Forests and Trees

James went back and played in the church band yesterday and made some observations about his experience.

His comments on the issue of ‘social capital’ in church life are insightful and worth reading.

As one who regularly heads back to ordinary churches I often find myself wondering why it is that we do certain things and at times find myself bemused by the activities like ‘turn to the person next to you’ etc.

That said there are elements of regular church life that I find valuable – I quite like sitting still and listening while someone speaks to me – and I doubt there is any such thing as the perfect gathering.

The point is more that its very hard to see our own idiosyncrasies from the inside, but when an outsider comes in they notice them.

Reminds me of the story of the guy who went to a charismatic church for the first time and when asked of his impression said, “Well… I liked the karaoke, but what was with all those nazi salutes while we were singing?!”

May you find a community expression of church that resonates deeply with your own spirit and with those of the people you are involved silent hill

14 thoughts on “Forests and Trees

  1. Bemused by. I relate to that. I wonder if perchance it has anything to do with what that “other” might see in me that I’d prefer not to see. I have a similar reaction to “Let’s separate into smaller groups to discuss our insights.” I feel vulnerable. Unprepared. Most likely to embarrass myself.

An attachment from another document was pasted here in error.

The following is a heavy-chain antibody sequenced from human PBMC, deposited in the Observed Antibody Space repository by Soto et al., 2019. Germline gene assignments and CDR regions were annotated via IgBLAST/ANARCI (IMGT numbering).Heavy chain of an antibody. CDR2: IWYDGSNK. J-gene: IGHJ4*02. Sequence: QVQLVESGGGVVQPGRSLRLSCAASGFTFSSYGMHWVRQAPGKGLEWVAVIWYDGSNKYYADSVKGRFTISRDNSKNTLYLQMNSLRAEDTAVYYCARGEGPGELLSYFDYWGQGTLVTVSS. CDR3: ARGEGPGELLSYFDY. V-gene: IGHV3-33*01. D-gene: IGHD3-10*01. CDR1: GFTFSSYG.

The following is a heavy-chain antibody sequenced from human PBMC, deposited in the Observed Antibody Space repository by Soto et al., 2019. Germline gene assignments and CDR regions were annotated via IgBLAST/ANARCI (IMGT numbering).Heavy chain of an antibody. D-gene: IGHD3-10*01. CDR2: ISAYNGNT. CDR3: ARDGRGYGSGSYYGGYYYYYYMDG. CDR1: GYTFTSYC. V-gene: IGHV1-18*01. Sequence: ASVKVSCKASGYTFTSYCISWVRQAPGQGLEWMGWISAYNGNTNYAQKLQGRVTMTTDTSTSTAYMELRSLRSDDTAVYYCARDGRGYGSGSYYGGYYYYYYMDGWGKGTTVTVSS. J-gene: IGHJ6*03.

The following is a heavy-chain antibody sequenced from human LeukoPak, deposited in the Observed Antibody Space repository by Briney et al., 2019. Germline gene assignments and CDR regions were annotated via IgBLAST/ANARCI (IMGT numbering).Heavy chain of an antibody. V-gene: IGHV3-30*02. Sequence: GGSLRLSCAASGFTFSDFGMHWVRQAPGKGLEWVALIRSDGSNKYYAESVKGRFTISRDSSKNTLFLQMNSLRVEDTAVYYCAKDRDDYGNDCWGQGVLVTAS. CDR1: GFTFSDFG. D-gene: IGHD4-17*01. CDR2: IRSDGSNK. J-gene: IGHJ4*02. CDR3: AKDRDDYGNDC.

2. You said: May you find a community expression of church that resonates deeply with your own spirit and with those of the people you are involved with.

    Thanks for wishing such a blessing on us all.

  3. As someone who writes/composes the Bulletin every week AND does the announcements the comments James makes about announcements (which also underlines a lot of what we do when we do church) resonates with me. I too am bemused that I write the stuff I then end up ‘highlighting’ in the announcements – perhaps I should just say ‘as you came in this morning you would have received your Bulletin – now read it!!’. Save a lot of time and effort!!

    Cheers – and if it makes us think a bit about why we do what we do then that’s a good thing.

  4. I think some of what is done on modern day “low church” protestant circles are just vestiges of the small ‘c’ catholic liturgical tradition (eg “turn to the person next to you..” strikes me as the remaining vestiges of the “sign of peace”) which in turn has its roots in the synagogue tradition, now reinterpreted through Christ.